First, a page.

Take care with language

Avoid language that is derogatory or that perpetuates myths or stereotypes about HIV, people who live with HIV, or communities most affected by HIV.

Don't call me 'victim'

Do not inappropriately apply labels to people. Many people living with HIV dislike terms such as 'victim' and 'sufferer' because they are patronising and imply that HIV-positive people are powerless, with no control over their lives.

The term 'innocent victims' is often used to describe children with HIV, or people with medically-acquired HIV infection. This implies that people who have acquired HIV in other ways are guilty of some wrong-doing and deserved to be infected with HIV. Attributing blame in this way contributes to stigma and discrimination.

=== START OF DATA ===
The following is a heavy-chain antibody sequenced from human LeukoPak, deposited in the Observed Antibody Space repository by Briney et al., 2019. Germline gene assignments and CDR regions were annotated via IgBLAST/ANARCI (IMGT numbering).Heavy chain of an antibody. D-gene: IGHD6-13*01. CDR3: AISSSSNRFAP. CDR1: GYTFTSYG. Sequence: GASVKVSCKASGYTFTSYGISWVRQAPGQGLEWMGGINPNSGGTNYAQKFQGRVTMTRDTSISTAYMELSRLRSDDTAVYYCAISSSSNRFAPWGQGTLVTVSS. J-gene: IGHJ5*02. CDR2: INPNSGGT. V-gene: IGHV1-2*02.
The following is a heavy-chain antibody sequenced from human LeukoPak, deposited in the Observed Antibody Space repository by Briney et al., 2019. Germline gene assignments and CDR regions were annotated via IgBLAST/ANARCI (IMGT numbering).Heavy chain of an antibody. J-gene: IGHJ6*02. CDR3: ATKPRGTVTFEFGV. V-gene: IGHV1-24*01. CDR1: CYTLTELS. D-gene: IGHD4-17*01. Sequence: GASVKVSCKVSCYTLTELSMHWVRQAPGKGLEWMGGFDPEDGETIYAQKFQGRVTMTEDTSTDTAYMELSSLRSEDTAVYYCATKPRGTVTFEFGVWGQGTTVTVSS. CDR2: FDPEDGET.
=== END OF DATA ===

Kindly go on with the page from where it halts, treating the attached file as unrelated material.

See also: Language Dos and Don'ts

Use accurate terminology

Journalists need to report HIV in a way that is accurate and easily understood. The science can seem complex to those unfamiliar with the jargon associated with HIV.

A basic understanding of HIV science and familiarity with commonly used terms will enable journalists to communicate key concepts effectively.

See also: Understand the science